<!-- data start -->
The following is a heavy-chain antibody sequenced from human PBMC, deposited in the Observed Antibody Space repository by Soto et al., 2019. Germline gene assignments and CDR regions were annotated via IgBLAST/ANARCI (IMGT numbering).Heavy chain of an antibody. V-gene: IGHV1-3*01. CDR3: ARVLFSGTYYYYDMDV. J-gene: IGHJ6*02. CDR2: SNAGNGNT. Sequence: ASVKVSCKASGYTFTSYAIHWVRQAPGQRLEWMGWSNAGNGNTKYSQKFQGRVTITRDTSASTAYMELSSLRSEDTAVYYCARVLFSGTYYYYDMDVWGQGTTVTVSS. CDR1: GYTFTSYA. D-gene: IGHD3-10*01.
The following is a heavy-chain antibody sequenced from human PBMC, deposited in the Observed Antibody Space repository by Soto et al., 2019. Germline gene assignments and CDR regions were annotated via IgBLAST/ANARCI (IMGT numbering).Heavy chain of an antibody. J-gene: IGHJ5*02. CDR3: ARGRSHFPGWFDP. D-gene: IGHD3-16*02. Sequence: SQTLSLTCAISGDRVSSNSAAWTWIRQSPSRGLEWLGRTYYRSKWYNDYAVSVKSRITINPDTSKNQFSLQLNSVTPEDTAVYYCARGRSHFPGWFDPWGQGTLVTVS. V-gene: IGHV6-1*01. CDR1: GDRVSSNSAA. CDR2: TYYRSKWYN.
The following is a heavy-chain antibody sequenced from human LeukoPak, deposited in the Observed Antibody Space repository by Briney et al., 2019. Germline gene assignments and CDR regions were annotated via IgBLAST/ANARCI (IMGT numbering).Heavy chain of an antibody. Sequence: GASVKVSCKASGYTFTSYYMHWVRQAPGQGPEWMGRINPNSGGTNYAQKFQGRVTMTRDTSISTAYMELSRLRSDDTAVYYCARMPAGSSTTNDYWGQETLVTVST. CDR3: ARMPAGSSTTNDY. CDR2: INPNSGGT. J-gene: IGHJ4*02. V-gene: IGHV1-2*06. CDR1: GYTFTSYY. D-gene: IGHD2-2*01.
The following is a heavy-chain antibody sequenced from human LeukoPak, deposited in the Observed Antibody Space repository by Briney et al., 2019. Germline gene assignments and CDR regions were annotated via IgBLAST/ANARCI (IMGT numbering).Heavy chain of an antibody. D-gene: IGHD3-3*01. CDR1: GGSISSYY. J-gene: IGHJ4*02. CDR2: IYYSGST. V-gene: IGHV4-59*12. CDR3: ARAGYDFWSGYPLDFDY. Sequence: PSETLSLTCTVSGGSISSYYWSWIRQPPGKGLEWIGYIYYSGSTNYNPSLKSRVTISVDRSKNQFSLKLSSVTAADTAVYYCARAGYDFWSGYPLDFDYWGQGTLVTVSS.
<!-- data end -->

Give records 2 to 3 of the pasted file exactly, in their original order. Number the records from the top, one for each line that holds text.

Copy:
The following is a heavy-chain antibody sequenced from human PBMC, deposited in the Observed Antibody Space repository by Soto et al., 2019. Germline gene assignments and CDR regions were annotated via IgBLAST/ANARCI (IMGT numbering).Heavy chain of an antibody. J-gene: IGHJ5*02. CDR3: ARGRSHFPGWFDP. D-gene: IGHD3-16*02. Sequence: SQTLSLTCAISGDRVSSNSAAWTWIRQSPSRGLEWLGRTYYRSKWYNDYAVSVKSRITINPDTSKNQFSLQLNSVTPEDTAVYYCARGRSHFPGWFDPWGQGTLVTVS. V-gene: IGHV6-1*01. CDR1: GDRVSSNSAA. CDR2: TYYRSKWYN.
The following is a heavy-chain antibody sequenced from human LeukoPak, deposited in the Observed Antibody Space repository by Briney et al., 2019. Germline gene assignments and CDR regions were annotated via IgBLAST/ANARCI (IMGT numbering).Heavy chain of an antibody. Sequence: GASVKVSCKASGYTFTSYYMHWVRQAPGQGPEWMGRINPNSGGTNYAQKFQGRVTMTRDTSISTAYMELSRLRSDDTAVYYCARMPAGSSTTNDYWGQETLVTVST. CDR3: ARMPAGSSTTNDY. CDR2: INPNSGGT. J-gene: IGHJ4*02. V-gene: IGHV1-2*06. CDR1: GYTFTSYY. D-gene: IGHD2-2*01.